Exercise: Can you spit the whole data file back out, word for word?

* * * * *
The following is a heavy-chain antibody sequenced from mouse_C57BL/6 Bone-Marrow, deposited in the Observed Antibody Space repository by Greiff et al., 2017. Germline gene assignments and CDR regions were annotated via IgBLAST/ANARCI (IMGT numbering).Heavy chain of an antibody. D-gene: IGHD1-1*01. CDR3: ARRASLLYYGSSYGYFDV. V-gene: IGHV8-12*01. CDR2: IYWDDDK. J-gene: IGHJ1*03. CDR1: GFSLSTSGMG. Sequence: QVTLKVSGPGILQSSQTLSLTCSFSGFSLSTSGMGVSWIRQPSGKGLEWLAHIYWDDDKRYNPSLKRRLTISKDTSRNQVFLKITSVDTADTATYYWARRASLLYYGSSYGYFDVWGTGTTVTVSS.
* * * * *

The following is a heavy-chain antibody sequenced from mouse_C57BL/6 Bone-Marrow, deposited in the Observed Antibody Space repository by Greiff et al., 2017. Germline gene assignments and CDR regions were annotated via IgBLAST/ANARCI (IMGT numbering).Heavy chain of an antibody. D-gene: IGHD1-1*01. CDR3: ARRASLLYYGSSYGYFDV. V-gene: IGHV8-12*01. CDR2: IYWDDDK. J-gene: IGHJ1*03. CDR1: GFSLSTSGMG. Sequence: QVTLKVSGPGILQSSQTLSLTCSFSGFSLSTSGMGVSWIRQPSGKGLEWLAHIYWDDDKRYNPSLKRRLTISKDTSRNQVFLKITSVDTADTATYYWARRASLLYYGSSYGYFDVWGTGTTVTVSS.